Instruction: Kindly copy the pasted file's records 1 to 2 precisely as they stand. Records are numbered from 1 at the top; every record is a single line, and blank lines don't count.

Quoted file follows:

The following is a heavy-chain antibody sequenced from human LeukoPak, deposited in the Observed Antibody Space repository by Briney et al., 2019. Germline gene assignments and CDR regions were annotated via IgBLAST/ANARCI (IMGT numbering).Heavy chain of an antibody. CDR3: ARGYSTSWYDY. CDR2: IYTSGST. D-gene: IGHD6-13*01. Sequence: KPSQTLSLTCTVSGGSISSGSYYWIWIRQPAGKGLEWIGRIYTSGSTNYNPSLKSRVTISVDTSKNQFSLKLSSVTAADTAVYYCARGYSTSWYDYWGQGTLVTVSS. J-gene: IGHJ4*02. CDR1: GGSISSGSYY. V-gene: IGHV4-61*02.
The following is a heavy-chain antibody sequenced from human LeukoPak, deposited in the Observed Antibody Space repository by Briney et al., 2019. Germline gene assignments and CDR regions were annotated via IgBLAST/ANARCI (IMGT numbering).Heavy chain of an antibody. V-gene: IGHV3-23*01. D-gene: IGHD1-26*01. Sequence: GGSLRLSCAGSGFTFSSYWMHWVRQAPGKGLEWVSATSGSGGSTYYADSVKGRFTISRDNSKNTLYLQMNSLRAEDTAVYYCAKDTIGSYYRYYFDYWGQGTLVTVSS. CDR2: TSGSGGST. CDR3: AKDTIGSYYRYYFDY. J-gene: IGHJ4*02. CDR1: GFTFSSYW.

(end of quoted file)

The following is a heavy-chain antibody sequenced from human LeukoPak, deposited in the Observed Antibody Space repository by Briney et al., 2019. Germline gene assignments and CDR regions were annotated via IgBLAST/ANARCI (IMGT numbering).Heavy chain of an antibody. CDR3: ARGYSTSWYDY. CDR2: IYTSGST. D-gene: IGHD6-13*01. Sequence: KPSQTLSLTCTVSGGSISSGSYYWIWIRQPAGKGLEWIGRIYTSGSTNYNPSLKSRVTISVDTSKNQFSLKLSSVTAADTAVYYCARGYSTSWYDYWGQGTLVTVSS. J-gene: IGHJ4*02. CDR1: GGSISSGSYY. V-gene: IGHV4-61*02.
The following is a heavy-chain antibody sequenced from human LeukoPak, deposited in the Observed Antibody Space repository by Briney et al., 2019. Germline gene assignments and CDR regions were annotated via IgBLAST/ANARCI (IMGT numbering).Heavy chain of an antibody. V-gene: IGHV3-23*01. D-gene: IGHD1-26*01. Sequence: GGSLRLSCAGSGFTFSSYWMHWVRQAPGKGLEWVSATSGSGGSTYYADSVKGRFTISRDNSKNTLYLQMNSLRAEDTAVYYCAKDTIGSYYRYYFDYWGQGTLVTVSS. CDR2: TSGSGGST. CDR3: AKDTIGSYYRYYFDY. J-gene: IGHJ4*02. CDR1: GFTFSSYW.